The Journey and the Photograph
I carried a photograph with me when I returned to Liberia. An image my wife, Mary Lynn, had taken when I was 25 years old in Liberia. My long hair was auburn, I had a red beard, wore glasses and just plain looked young. I was sitting by an older man with a pipe. Joe Kepue, a man I loved for his missing tooth smile, knowledge of trees, and determination to live a native- non western life. I provided the transport, a Suzuki 125 motorcycle, as Joe showed me the rainforest, small villages and village life.
The first person I showed the photograph to was my Peace Corps forestry counterpart, Alexander Peal, Director of the Sapo National Park, Liberia's only National Park. How I found Alex in Monrovia is a story in itself. There is no National Park Headquarters in Liberia, as well as many other government services. I was happy to see Alex and the photo showed the contrast between how I looked then and now. I hoped the photo would help jog peoples memory as well as provide a bit of proof that I had been to Liberia.
I took some time to look for the house I had lived in when I was a Peace Corps Volunteer in the village of Tapeta. I was talking to a man in front of the my old house when an amazing twist of fate occurred. I took out the picture and showed it to the man. He didn't recognize me but recognized Joe Kepue, and told me that Joe lived in a village about miles away. I had hoped with all my heart that somehow I could meet up again with Joe. But after twenty two years I knew the odds were slim. He could have died, or more likely been displaced during the war. It was too good to be true.
Two days later I found Joe. We shook hands, embraced, and examined each other. He was 62 still in good shape and had some gray hair. My hair was gray and the beard was long gone. We traveled to his house. There we reminisced, and recounted the events we had participated in together 22 years ago. I gave Joe clothing, money, and paid for a few school tuition's. Joe treated me to palm wine, pepper soup and gave me several chickens.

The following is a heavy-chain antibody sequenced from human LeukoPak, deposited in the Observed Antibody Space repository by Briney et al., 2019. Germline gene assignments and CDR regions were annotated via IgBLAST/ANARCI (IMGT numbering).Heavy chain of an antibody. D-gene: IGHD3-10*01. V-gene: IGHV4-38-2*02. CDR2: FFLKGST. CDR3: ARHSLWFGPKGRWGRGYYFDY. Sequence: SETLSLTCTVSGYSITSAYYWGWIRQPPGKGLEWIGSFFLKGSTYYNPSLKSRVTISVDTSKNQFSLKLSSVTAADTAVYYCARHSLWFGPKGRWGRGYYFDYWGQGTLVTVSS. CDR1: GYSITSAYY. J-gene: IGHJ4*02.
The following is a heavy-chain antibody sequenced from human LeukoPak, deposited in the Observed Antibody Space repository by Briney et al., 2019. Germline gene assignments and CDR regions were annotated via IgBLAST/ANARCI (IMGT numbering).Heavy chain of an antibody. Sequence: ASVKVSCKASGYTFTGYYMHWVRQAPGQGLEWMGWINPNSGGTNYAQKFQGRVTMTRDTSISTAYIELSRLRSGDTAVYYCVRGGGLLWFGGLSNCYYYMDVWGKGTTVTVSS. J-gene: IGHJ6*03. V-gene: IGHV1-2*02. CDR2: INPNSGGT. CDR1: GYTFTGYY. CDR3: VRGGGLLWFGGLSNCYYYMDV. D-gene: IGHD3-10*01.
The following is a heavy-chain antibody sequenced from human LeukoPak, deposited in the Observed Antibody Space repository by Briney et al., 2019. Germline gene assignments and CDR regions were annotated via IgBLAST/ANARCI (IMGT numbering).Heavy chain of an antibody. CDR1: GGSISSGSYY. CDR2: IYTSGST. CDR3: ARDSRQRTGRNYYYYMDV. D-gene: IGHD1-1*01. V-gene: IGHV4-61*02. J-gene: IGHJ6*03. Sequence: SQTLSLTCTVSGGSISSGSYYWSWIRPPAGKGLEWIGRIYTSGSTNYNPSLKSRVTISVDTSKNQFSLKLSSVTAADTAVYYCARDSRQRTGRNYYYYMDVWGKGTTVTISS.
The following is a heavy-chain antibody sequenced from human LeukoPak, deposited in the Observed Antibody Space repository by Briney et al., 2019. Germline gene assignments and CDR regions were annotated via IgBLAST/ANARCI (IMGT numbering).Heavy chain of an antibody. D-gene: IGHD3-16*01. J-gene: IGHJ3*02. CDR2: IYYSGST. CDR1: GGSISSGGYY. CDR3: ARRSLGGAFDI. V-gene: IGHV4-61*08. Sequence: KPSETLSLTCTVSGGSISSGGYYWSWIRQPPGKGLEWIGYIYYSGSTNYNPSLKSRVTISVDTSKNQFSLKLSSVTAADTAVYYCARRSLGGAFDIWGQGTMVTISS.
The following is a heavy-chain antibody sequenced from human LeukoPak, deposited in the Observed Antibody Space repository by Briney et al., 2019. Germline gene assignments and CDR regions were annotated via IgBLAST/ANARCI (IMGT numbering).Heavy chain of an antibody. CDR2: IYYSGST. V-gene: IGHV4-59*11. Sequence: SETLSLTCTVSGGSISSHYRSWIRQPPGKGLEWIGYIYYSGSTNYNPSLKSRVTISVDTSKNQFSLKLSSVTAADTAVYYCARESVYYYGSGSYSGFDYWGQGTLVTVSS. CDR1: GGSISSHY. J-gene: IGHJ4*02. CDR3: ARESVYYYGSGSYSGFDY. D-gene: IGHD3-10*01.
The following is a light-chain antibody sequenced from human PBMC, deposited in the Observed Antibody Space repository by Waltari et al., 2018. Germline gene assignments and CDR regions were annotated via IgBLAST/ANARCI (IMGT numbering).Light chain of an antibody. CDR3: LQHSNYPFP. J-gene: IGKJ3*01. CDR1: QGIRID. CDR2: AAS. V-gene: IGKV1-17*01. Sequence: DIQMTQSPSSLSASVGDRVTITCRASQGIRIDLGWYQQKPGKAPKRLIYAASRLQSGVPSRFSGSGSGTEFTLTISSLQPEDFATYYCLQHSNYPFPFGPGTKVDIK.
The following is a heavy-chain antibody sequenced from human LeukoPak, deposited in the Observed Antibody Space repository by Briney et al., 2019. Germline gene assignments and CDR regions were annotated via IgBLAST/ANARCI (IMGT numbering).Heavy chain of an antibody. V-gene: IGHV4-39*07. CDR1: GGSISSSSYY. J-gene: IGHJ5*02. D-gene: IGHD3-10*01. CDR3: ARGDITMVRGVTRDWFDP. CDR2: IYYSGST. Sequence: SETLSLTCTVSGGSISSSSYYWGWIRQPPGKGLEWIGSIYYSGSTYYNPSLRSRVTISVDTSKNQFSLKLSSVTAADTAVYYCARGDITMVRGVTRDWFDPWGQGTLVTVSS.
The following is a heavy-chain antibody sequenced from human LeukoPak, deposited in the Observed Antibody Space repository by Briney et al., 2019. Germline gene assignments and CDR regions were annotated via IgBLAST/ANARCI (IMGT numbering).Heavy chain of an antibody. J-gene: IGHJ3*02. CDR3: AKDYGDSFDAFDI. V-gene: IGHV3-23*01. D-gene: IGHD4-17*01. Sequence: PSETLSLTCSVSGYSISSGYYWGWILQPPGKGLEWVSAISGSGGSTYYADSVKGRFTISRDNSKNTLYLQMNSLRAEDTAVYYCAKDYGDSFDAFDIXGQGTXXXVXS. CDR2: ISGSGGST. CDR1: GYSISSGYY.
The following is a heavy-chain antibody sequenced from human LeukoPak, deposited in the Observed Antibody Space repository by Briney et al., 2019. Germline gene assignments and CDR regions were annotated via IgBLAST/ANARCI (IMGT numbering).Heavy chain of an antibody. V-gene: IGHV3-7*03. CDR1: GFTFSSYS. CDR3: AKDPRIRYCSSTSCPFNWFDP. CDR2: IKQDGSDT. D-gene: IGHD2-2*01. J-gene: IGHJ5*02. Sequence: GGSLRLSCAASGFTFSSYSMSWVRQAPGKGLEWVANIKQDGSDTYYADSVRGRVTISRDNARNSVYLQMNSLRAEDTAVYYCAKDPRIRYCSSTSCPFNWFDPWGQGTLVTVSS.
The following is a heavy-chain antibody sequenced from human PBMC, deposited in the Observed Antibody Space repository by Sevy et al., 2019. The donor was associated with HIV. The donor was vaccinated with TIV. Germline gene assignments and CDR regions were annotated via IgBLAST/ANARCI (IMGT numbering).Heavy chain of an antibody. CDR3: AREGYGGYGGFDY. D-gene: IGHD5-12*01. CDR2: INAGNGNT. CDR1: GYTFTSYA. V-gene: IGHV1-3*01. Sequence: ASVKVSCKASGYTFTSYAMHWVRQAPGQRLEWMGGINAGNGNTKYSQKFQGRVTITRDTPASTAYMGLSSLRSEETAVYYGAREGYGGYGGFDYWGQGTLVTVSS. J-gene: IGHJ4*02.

Twenty two years gave us if not wisdom at least perspective. I've seen friendships blossom and wither, and know how important it is to keep and sustain a good friend. Joe's seen what it means to lose all possessions, and have friends and neighbors killed for nothing. We knew our time together was short and precious. Our differences made long lively discussions difficult, but it wasn't important. We just like each other and know when the pauses are too long it's time for a walk. I don't think I'll ever forget Joe's words when I asked him what it was like to lose all his property. Joe replied simply and directly "We have our lives, that is what is important".
course I had to leave. Someday I'll return to Liberia and I hope to see
Joe. Right now any correspondence is very round about. There's no mail
to Liberia, much less Tapeta so it's hard to say how much communication
there will be. Emotionally this has been a very powerful experience. If I had only met the remarkable people in the Friends of Liberia delegation, or
just seen Alex Peal, or Joe Kepue, or only witnessed the elections, traveled upcountry,
ridden in trucks with Friends Of Liberia on them, or found my old house, my journey to Liberia would have been successful. Put them all together and they are overwhelming. I'm a lucky man. I thought I could walk back to a normal life. But the experience is too strong. I often find myself returning to Liberia.